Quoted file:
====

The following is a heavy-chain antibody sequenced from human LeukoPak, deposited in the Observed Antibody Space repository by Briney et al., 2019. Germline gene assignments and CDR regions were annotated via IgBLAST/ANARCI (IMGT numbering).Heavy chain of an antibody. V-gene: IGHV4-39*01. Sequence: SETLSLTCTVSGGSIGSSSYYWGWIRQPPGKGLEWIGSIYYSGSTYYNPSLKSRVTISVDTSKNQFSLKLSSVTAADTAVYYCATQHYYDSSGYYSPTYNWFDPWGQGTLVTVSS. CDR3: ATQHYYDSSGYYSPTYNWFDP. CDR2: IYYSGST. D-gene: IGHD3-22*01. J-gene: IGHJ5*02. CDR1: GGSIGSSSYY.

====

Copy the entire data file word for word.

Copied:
The following is a heavy-chain antibody sequenced from human LeukoPak, deposited in the Observed Antibody Space repository by Briney et al., 2019. Germline gene assignments and CDR regions were annotated via IgBLAST/ANARCI (IMGT numbering).Heavy chain of an antibody. V-gene: IGHV4-39*01. Sequence: SETLSLTCTVSGGSIGSSSYYWGWIRQPPGKGLEWIGSIYYSGSTYYNPSLKSRVTISVDTSKNQFSLKLSSVTAADTAVYYCATQHYYDSSGYYSPTYNWFDPWGQGTLVTVSS. CDR3: ATQHYYDSSGYYSPTYNWFDP. CDR2: IYYSGST. D-gene: IGHD3-22*01. J-gene: IGHJ5*02. CDR1: GGSIGSSSYY.